The TEM observations showed partly damaged microvilli and numerous large vacuoles occupying the supranuclear cytoplasm and containing a homogeneous electrondense substance, with partial break of their membranes probably leading to the release of lytic enzymes and recall of leukocytes. Some enterocytes with pyknotic nuclei were also observed. According to Noaillac-Depeyre and Gas (1973), the supranuclear body is of complex origin. Indeed, in the adult carp, the apical cytoplasm of the enterocytes of the medium intestine shows the presence of a dense tubolovesicular network that form a voluminous supranuclear body. However, the supranuclear bodies are not related to the presence of food in the intestinal lumen since they are also present in fasting animals. Therefore, it seems that they do not result only from the running together of the food vacuoles but probably arise from the fusion of the Golgi vesicles. The supranuclear bodies would thus have a dual origin, endogenous for the hydrolytic enzymes that contain, and exogenous for the di- and tripeptides supplied by the food which are then further digested inside them (Noaillac-Depeyre and Gas 1973).
Furthermore, the aforementioned acidophilic and PAS-positive substance that we found in the vacuoles of fish fed with diet C was absent in the distal intestine of fish fed with diet B, suggesting that butyrate supplementation of the diet have had a mitigation effect in the intestine of fish.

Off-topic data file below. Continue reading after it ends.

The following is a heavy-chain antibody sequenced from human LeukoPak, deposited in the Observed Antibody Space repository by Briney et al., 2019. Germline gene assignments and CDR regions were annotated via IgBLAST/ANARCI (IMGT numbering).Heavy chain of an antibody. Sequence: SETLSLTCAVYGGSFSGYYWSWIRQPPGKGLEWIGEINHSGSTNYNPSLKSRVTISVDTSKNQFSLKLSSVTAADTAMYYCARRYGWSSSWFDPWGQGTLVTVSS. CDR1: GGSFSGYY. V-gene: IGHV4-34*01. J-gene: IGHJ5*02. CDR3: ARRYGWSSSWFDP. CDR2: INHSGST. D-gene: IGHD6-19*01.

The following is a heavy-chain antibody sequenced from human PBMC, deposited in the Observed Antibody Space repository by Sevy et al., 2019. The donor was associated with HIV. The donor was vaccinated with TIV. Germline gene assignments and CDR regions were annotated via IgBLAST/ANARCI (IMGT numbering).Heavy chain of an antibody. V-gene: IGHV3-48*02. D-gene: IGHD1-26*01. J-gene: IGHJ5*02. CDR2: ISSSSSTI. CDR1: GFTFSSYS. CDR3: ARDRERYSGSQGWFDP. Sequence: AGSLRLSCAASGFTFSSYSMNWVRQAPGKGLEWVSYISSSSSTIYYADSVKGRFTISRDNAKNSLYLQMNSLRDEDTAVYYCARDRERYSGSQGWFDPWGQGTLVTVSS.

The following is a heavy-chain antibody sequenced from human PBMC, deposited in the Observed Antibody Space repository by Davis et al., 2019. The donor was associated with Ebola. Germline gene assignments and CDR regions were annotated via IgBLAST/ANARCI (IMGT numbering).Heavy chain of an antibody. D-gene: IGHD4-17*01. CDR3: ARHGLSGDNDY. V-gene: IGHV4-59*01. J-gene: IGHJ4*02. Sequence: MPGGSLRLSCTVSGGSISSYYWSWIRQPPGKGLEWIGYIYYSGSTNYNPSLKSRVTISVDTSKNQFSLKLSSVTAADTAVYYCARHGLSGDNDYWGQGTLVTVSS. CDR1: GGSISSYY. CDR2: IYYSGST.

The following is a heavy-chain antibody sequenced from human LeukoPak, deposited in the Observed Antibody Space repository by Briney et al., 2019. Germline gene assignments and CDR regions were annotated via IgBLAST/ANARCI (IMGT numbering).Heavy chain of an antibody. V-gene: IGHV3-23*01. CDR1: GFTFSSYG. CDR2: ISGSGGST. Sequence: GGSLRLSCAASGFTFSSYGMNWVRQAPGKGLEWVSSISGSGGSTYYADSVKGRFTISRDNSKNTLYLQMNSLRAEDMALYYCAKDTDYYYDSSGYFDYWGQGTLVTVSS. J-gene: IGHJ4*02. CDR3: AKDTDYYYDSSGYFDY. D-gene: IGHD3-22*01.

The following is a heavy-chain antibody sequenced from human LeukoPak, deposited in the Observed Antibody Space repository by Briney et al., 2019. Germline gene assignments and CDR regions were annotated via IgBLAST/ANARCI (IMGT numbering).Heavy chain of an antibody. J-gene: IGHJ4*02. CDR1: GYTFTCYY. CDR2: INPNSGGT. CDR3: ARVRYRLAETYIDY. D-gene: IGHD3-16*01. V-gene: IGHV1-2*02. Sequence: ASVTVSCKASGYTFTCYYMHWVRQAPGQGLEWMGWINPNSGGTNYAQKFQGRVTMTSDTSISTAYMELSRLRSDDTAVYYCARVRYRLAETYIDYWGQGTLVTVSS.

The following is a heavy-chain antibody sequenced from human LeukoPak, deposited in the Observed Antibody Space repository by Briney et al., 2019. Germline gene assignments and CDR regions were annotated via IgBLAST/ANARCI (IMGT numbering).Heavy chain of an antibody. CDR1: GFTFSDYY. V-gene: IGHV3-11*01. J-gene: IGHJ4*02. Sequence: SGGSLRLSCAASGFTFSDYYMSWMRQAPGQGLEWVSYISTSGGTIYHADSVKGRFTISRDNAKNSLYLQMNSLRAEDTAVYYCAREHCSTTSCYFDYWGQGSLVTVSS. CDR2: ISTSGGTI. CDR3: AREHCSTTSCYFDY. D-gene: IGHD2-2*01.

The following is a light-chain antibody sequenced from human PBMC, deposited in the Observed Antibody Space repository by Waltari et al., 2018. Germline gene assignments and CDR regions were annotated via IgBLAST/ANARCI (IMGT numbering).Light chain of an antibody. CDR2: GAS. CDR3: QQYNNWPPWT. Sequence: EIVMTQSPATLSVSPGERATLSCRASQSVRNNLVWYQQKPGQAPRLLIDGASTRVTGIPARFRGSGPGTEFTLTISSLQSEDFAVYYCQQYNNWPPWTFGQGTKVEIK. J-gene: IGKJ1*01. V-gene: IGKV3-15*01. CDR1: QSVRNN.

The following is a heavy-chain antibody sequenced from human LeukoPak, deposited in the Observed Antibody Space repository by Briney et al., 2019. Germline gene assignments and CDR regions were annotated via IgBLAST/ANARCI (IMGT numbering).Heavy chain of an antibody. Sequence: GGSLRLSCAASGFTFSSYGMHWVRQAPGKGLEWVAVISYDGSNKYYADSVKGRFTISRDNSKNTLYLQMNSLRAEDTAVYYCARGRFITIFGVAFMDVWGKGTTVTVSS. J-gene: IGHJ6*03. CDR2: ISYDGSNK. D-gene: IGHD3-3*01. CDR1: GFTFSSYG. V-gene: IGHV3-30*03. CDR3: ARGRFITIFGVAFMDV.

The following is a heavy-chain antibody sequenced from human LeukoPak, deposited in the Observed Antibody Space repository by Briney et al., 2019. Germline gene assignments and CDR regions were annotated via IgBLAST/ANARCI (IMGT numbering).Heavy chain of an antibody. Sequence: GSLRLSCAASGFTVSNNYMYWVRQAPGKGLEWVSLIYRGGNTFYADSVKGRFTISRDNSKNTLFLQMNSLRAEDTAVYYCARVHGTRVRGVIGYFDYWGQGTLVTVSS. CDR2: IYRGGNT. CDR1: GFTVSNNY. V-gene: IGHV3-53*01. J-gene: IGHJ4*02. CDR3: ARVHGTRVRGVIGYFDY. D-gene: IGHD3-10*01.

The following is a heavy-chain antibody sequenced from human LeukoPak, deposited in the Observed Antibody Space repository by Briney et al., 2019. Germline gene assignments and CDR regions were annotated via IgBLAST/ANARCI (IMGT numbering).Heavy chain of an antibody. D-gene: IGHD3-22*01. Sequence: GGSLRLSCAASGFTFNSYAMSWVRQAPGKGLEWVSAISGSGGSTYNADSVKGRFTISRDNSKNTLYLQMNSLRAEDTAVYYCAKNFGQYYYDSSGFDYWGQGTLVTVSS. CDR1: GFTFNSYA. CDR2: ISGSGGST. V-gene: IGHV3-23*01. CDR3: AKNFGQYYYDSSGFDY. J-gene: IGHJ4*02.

Although the inflammatory cells were infiltrated less than in the distal intestine of fish fed with diet C and were more concentrated at the mucosal and submucosa level, we found a significant number of leukocytes as confirmed by the positive staining with the CD45 antibody. TEM analysis of enterocytes showed a focal alteration at the microvilli level. However, other areas appeared much less compromised, microvilli were regularly displayed, and a developed apical tubulo-vesicular system was evident, suggesting an intense phagocitosys activity The cells showed supranuclear vacuoles with dishomogeneous content: partly dense, like that found in the fish of group C, and partly clear; this aspect suggests that in these vacuoles a partial digestion of the content occurs.
In fish fed with diet T, the muscle layers were rather developed. The villi folds were long and regular, with enterocytes showing a limited number of vacuoles and an increased number of Goblet cells confirming a strong inflammation reaction, which were mainly concentrated in the medioapical part of the fold. Leukocytes, immunoreactive to the CD45 antibody, were still present in both, the mucosa and the submucosa, similar to those observed in fish fed with diet B. The TEM images of enterocytes were very different from those in fish fed with diets C and B, with cells showing well-displayed microvilli frequently covered by a protective mucus layer, no alterations in the structure, an apical tubulo-vesicular system, and supranuclear vacuoles filled with a heterogeneous substance, including membranous bodies suggesting that an autophagic process was in progress. To our knowledge, no other example of taurine used as a feed additive causing autophagic processes has been reported in the literature, and thus this finding should be further investigated. However, this process seems to enable enterocytes of fish fed with diet T to cope with the negative effects induced by the SBM diet and contributes to the protection of the intestinal mucosa.